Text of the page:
Point-of-care testing is a critical component for fighting the spread of COVID-19. As the number of cases continues to grow and the cold weather is keeping people indoors, demand for accurate and rapid detection and diagnosis outside of medical facilities is high.
Optical systems in testing devices are critical for producing accurate results. Gray Optics has been selected by top manufacturers to design custom optical systems that support rapid testing based on molecular, antigen or antibody detection.
Molecular diagnostic tests can tell if an infection is present by looking for the genetic material of the virus in a sample from the patient. Antigen diagnostic tests look for viral proteins in a sample taken by swabbing inside the nose of the patient and can provide results in minutes. Antibodies are produced by the body to fight an infection, and if they are detected in a blood sample that is a likely indicator that the patient has been previously infected with the virus. Antibody detection, however, does not determine a current infection.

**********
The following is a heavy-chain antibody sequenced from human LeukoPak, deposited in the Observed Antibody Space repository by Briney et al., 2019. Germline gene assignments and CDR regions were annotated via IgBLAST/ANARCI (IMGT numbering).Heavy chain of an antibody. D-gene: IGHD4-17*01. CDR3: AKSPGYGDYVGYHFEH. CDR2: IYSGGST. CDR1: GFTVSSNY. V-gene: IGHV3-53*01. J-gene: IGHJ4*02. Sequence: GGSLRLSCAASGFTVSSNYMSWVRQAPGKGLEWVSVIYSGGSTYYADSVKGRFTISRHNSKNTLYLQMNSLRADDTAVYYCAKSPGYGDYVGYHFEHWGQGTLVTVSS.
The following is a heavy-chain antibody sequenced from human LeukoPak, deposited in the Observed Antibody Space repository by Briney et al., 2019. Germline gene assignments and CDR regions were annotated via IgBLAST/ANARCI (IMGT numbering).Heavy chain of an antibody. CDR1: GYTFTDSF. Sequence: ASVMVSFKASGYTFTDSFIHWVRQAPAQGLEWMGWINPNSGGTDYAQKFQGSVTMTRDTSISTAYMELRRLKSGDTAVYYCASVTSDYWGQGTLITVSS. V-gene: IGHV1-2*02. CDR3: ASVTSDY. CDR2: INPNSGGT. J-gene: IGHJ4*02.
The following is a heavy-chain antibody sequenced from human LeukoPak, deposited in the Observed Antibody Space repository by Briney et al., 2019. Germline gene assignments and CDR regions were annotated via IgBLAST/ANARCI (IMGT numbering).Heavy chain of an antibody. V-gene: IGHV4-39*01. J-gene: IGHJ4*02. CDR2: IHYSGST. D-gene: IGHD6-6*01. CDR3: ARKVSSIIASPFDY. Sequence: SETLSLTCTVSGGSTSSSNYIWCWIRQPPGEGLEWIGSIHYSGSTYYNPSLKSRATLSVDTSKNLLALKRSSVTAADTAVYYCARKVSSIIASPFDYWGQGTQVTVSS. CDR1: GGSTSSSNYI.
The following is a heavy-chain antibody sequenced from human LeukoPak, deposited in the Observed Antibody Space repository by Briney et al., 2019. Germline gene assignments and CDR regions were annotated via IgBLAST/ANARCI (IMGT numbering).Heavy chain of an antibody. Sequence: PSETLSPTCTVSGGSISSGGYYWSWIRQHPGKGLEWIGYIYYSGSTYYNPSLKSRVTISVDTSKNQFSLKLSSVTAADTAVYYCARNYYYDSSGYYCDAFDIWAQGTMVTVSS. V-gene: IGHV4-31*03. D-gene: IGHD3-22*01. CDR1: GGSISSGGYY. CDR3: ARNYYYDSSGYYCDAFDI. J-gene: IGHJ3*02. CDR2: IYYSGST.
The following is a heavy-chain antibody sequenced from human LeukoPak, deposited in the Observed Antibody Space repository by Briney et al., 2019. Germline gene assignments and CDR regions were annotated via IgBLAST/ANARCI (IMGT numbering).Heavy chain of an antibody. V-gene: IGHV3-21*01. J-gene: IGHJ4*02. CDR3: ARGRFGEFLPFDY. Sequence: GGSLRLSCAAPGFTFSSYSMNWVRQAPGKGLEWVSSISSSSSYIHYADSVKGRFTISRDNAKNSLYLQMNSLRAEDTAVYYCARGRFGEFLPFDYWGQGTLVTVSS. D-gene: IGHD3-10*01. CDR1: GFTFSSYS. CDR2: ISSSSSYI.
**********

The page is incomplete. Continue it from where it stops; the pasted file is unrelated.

Fluorescence detection often used in rapid tests can have the problem of angular mismatch resulting in a bleed-through of light that degrades the system’s signal-to-noise ratio. The lens must be precisely aligned to a complementary metal-oxide semiconductor image sensor. The field of view, depth of field, lens as well as the fluorescence excitation and emission filters are key to proper performance. Gray Optics was able to overcome this challenge and design the diagnostic device’s precision optical components for manufacturing at scale.
According to the company, the main testing methods — PCR (polymerase chain reaction), immunocytochemistry and ELISA (enzyme-linked immunoabsorbent assay) — use a fluorescent reporter “to label the target of interest. Optical imaging and detection are the de facto standard methods for measuring and quantifying a wide range of molecular testing techniques.” PCR devices used in high-throughput testing labs are now being produced for point-of-care devices at bedside and drive-through testing sites, and even in at-home tests using smart phones.